It can be devastating to be turned down for a mortgage after getting your heart set on buying a new home. While lenders have loosened their lending criteria somewhat since the financial debacle nearly a decade ago, it can still be challenging to get approved for a mortgage if your credit score is low, your debt-to-income ratio is high, or your income is unstable. Ideally, lenders want borrowers to be able to check off all requirements before extending a mortgage.
So, what happens after you’ve been turned down for a home loan? Is your dream of buying a home dead?
Not necessarily. The next steps you take from this point forth will depend on a few components, including why you were denied in the first place. Having said that, there are certain things you can do right now going forward to help boost the odds of having your application approved at some point in the near future.
Find Out Why Your Mortgage Application Was Rejected
First things first. Identify the exact reasons why your lender denied your mortgage application. Luckily, lenders are legally obligated to inform you in writing why you were denied, which should make it easy for you to identify these reasons. But while this letter should outline particulars about your mortgage denial, sometimes the language used can be confusing to the average consumer. As such, it’s helpful to get in contact with the lender to have the points made in the documentation explained and have any of your questions answered.
Some of the more common reasons why mortgage are denied include:
- Low credit score
- No credit
- Inadequate income
- Lack of sufficient funds for a downpayment
- High debt-to-income ratio
- High loan-to-value (LTV) ratio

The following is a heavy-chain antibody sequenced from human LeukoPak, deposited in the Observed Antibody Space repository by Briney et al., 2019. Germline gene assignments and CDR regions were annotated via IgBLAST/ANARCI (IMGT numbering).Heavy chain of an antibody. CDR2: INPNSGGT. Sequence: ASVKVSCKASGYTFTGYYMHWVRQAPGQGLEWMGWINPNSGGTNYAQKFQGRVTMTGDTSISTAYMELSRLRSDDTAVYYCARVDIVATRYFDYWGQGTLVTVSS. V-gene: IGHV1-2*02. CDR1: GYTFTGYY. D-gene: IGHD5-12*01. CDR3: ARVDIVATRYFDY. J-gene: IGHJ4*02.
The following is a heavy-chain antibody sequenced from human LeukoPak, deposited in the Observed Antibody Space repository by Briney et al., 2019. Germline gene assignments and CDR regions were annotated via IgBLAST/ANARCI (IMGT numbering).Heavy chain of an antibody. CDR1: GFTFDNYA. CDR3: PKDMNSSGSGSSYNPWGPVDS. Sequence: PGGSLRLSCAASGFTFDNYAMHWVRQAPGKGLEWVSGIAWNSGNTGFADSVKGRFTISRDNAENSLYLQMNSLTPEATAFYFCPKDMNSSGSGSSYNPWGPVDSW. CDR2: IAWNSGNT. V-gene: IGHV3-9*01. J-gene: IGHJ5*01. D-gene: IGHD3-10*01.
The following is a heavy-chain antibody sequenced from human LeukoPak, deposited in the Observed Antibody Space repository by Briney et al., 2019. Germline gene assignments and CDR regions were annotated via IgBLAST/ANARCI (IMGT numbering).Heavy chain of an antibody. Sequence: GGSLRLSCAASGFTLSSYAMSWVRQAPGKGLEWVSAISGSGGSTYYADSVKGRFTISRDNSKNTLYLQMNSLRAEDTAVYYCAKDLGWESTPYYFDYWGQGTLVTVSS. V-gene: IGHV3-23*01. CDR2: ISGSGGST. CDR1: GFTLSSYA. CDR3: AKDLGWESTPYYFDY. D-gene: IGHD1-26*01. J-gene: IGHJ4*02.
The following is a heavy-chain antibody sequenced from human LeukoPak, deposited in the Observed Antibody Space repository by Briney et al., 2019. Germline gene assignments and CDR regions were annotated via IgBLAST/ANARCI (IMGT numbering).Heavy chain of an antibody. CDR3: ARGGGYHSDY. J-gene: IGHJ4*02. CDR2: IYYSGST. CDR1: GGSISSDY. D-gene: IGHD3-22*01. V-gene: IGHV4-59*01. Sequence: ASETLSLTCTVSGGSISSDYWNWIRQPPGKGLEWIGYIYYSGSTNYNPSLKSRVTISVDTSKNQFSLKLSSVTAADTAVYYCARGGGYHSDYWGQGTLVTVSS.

- Low appraisal
Whatever the reason, there are steps you can take to improve your situation and put yourself in a better position to be approved the next time around.
Consider Other Loan Options
If you were turned down for a conventional mortgage, perhaps you stand a better chance of getting approved for a different type of loan program. Conventional mortgages typically have stricter criteria compared to other types of loans.
For instance, government-backed mortgages like FHA loans tend to be a little easier to get approved for, as their down payment requirements are lower (3.5% of the purchase price compared to a minimum of 5% for conventional mortgages), as are their credit score requirements (580 compared to 720 for conventional loans). In addition, traditional mortgages are typically less flexible when it comes to debt-to-income ratios compared to FHA loans.
Keep in mind that sometimes lenders might not have the mortgage option that you want or need, but this doesn’t necessarily mean that you can’t find it somewhere else. If the lender you’re currently working with does not offer these alternative options, consider shopping around for one that does.
Have Another Appraisal Done
If the reason your mortgage was denied was because the appraisal for the home you agreed to buy came in much lower than the purchase price, consider having another appraisal done. Lenders aren’t partial to extending loans on properties that they perceive not to be worthy of their investment. It’s too risky for them if the borrower winds up defaulting. As such, they typically reject these mortgages unless the borrower is able to come up with the cash to make up for the difference.